The competition is divided into three tracks. There will be three data sets for each track: the early set, the late set, and the hidden set. Competitors can enter one, two or all of the tracks if they wish to. There will be two tracks on course timetabling and one on examination timetabling. 'Early' Datasets will be released at the beginning of the competition with a further 'late' set, being released two weeks before the deadline. Hidden datasets will also be used for each track to judge who the finalists and eventual winners should be. For information related to formulation of the problem, dataset formats and method of evaluation, please refer to the dedicated web pages.
Datasets will be provided by the eventMAP research Group. Four early datasets will be provided initially with a further four late datasets released prior to the competition end date. Four hidden datasets will be held back for validation purposes.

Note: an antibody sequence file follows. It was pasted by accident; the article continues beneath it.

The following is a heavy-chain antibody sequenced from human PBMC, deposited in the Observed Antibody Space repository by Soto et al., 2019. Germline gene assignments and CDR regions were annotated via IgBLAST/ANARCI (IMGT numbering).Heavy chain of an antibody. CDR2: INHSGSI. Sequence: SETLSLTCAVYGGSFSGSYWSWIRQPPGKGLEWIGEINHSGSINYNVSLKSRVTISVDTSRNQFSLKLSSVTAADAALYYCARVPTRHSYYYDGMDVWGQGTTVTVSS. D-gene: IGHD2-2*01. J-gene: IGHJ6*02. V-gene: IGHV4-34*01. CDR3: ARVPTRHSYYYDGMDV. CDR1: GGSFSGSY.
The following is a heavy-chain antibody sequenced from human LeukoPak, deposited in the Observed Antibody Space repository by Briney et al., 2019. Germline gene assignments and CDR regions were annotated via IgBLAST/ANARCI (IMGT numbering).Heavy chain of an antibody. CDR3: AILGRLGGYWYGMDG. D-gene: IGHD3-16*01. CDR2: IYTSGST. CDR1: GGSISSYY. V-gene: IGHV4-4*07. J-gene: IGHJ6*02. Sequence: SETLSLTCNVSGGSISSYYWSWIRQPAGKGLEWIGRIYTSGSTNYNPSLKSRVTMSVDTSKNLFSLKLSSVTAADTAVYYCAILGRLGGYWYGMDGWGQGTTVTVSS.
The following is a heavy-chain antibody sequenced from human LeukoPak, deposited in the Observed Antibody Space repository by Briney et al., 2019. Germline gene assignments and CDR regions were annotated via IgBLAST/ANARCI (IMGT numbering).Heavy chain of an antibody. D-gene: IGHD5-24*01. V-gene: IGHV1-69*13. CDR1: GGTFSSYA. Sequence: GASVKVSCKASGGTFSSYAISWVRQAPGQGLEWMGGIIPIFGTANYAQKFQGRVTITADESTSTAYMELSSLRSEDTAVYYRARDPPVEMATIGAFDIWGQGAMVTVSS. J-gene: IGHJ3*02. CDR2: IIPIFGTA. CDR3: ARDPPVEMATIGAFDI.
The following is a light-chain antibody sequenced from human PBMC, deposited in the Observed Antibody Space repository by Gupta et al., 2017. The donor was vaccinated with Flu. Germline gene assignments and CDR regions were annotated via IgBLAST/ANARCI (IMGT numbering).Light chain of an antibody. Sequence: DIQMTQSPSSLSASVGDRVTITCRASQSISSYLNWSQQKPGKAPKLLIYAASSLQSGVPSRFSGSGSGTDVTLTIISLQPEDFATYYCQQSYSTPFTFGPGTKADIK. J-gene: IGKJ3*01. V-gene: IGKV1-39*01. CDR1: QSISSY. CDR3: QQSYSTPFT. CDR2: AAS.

Track1: Examination Timetabling
This is divided into two tracks. Both of these tracks are distinct and represent methods of course timetable construction which are used to varying degrees within institutions. One aim of the competition is to combine both of the general models associated with these tracks into one ‘course timetabling’ model.
After student enrolment, the timetable is constructed in such a way that all students can attend the events on which they are enrolled. This approach, which formed the basis of the 2003 competition to course timetabling, has been given various names in the literature including the Class Timetabling Problem and Event Timetabling.
This track is an extension of the problem model used in the first competition with extra constraints to move further in the direction of real-world timetabling. These extra constraints make finding feasibility more difficult, this means there will be a shift of emphasis from soft constraints to hard constraints.
Track 3: Curriculum based Course Timetabling
The Curriculum-based timetabling problem consists of the weekly scheduling of the lectures for several university courses within a given number of rooms and time periods, where conflicts between courses are set according to the curricula published by the University and not on the basis of enrolment data.
Real datasets will be used from the university of Udine, Italy.
Last Updated: Wednesday, October 1, 2008 10:16 AM